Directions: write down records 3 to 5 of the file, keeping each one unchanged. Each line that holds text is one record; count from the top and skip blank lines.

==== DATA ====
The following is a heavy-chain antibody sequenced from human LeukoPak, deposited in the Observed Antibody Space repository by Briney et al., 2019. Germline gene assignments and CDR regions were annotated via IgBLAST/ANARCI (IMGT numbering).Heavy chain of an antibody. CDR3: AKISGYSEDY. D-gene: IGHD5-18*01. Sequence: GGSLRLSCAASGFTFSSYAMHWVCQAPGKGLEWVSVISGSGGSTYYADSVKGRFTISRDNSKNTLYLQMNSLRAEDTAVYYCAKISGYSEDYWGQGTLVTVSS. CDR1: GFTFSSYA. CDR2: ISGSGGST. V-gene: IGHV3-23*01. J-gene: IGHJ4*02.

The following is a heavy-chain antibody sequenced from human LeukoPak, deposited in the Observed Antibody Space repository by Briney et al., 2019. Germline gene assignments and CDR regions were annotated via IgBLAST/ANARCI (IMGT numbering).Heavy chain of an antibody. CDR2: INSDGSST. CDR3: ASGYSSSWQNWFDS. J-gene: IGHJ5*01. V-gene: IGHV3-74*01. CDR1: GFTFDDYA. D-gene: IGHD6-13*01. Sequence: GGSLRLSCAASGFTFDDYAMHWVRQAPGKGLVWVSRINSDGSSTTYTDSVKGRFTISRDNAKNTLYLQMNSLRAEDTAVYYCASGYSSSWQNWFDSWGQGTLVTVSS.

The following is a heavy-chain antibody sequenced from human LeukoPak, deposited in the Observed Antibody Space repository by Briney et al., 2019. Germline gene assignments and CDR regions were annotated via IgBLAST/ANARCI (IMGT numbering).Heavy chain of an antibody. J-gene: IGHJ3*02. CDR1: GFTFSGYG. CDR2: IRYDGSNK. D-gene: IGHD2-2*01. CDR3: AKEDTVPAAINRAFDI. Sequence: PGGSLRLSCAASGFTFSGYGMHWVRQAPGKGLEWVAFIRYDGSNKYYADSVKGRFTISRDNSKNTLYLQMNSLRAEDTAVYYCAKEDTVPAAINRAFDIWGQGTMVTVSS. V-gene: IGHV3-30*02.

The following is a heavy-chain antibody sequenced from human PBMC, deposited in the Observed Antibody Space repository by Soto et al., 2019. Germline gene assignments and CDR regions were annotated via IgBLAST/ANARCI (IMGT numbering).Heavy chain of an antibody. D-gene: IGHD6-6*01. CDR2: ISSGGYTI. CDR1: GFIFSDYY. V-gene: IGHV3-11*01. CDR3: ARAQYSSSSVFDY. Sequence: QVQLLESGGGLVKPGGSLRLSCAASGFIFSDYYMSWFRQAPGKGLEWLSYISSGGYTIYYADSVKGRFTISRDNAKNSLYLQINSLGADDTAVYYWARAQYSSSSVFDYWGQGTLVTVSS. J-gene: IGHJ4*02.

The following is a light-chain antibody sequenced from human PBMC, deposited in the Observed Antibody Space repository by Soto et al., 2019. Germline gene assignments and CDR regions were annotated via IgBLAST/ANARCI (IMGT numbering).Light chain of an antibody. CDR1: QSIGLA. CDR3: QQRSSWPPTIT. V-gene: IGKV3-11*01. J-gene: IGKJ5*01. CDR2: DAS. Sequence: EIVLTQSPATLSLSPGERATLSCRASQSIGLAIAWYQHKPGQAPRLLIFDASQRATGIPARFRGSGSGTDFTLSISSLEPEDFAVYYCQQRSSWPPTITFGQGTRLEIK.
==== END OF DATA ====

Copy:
The following is a heavy-chain antibody sequenced from human LeukoPak, deposited in the Observed Antibody Space repository by Briney et al., 2019. Germline gene assignments and CDR regions were annotated via IgBLAST/ANARCI (IMGT numbering).Heavy chain of an antibody. J-gene: IGHJ3*02. CDR1: GFTFSGYG. CDR2: IRYDGSNK. D-gene: IGHD2-2*01. CDR3: AKEDTVPAAINRAFDI. Sequence: PGGSLRLSCAASGFTFSGYGMHWVRQAPGKGLEWVAFIRYDGSNKYYADSVKGRFTISRDNSKNTLYLQMNSLRAEDTAVYYCAKEDTVPAAINRAFDIWGQGTMVTVSS. V-gene: IGHV3-30*02.

The following is a heavy-chain antibody sequenced from human PBMC, deposited in the Observed Antibody Space repository by Soto et al., 2019. Germline gene assignments and CDR regions were annotated via IgBLAST/ANARCI (IMGT numbering).Heavy chain of an antibody. D-gene: IGHD6-6*01. CDR2: ISSGGYTI. CDR1: GFIFSDYY. V-gene: IGHV3-11*01. CDR3: ARAQYSSSSVFDY. Sequence: QVQLLESGGGLVKPGGSLRLSCAASGFIFSDYYMSWFRQAPGKGLEWLSYISSGGYTIYYADSVKGRFTISRDNAKNSLYLQINSLGADDTAVYYWARAQYSSSSVFDYWGQGTLVTVSS. J-gene: IGHJ4*02.

The following is a light-chain antibody sequenced from human PBMC, deposited in the Observed Antibody Space repository by Soto et al., 2019. Germline gene assignments and CDR regions were annotated via IgBLAST/ANARCI (IMGT numbering).Light chain of an antibody. CDR1: QSIGLA. CDR3: QQRSSWPPTIT. V-gene: IGKV3-11*01. J-gene: IGKJ5*01. CDR2: DAS. Sequence: EIVLTQSPATLSLSPGERATLSCRASQSIGLAIAWYQHKPGQAPRLLIFDASQRATGIPARFRGSGSGTDFTLSISSLEPEDFAVYYCQQRSSWPPTITFGQGTRLEIK.